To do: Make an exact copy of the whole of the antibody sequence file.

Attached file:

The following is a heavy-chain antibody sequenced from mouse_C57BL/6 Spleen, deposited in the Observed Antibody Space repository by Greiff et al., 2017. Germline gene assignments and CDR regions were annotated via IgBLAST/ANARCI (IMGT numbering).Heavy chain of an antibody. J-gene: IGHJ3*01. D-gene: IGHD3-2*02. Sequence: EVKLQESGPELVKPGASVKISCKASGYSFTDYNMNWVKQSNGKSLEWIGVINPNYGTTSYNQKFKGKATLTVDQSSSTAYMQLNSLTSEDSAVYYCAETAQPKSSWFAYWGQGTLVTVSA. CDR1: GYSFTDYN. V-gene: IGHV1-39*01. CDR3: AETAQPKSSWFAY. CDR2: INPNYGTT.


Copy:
The following is a heavy-chain antibody sequenced from mouse_C57BL/6 Spleen, deposited in the Observed Antibody Space repository by Greiff et al., 2017. Germline gene assignments and CDR regions were annotated via IgBLAST/ANARCI (IMGT numbering).Heavy chain of an antibody. J-gene: IGHJ3*01. D-gene: IGHD3-2*02. Sequence: EVKLQESGPELVKPGASVKISCKASGYSFTDYNMNWVKQSNGKSLEWIGVINPNYGTTSYNQKFKGKATLTVDQSSSTAYMQLNSLTSEDSAVYYCAETAQPKSSWFAYWGQGTLVTVSA. CDR1: GYSFTDYN. V-gene: IGHV1-39*01. CDR3: AETAQPKSSWFAY. CDR2: INPNYGTT.